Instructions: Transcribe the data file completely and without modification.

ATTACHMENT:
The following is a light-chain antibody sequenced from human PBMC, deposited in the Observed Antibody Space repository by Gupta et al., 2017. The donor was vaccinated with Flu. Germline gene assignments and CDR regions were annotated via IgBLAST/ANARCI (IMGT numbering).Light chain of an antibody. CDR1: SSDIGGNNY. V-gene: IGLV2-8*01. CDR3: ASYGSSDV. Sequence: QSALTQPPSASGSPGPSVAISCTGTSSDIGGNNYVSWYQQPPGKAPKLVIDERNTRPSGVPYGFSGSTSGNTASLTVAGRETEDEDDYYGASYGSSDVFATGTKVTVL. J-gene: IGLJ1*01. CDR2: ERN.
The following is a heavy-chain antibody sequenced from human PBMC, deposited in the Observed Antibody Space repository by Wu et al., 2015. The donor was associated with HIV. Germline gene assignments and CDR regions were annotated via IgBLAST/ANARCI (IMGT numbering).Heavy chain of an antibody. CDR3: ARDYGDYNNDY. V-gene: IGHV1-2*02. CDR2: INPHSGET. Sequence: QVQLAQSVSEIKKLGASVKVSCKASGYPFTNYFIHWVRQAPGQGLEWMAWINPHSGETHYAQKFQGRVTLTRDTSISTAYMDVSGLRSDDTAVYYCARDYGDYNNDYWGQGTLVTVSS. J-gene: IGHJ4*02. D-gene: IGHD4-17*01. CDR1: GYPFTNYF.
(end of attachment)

The following is a light-chain antibody sequenced from human PBMC, deposited in the Observed Antibody Space repository by Gupta et al., 2017. The donor was vaccinated with Flu. Germline gene assignments and CDR regions were annotated via IgBLAST/ANARCI (IMGT numbering).Light chain of an antibody. CDR1: SSDIGGNNY. V-gene: IGLV2-8*01. CDR3: ASYGSSDV. Sequence: QSALTQPPSASGSPGPSVAISCTGTSSDIGGNNYVSWYQQPPGKAPKLVIDERNTRPSGVPYGFSGSTSGNTASLTVAGRETEDEDDYYGASYGSSDVFATGTKVTVL. J-gene: IGLJ1*01. CDR2: ERN.
The following is a heavy-chain antibody sequenced from human PBMC, deposited in the Observed Antibody Space repository by Wu et al., 2015. The donor was associated with HIV. Germline gene assignments and CDR regions were annotated via IgBLAST/ANARCI (IMGT numbering).Heavy chain of an antibody. CDR3: ARDYGDYNNDY. V-gene: IGHV1-2*02. CDR2: INPHSGET. Sequence: QVQLAQSVSEIKKLGASVKVSCKASGYPFTNYFIHWVRQAPGQGLEWMAWINPHSGETHYAQKFQGRVTLTRDTSISTAYMDVSGLRSDDTAVYYCARDYGDYNNDYWGQGTLVTVSS. J-gene: IGHJ4*02. D-gene: IGHD4-17*01. CDR1: GYPFTNYF.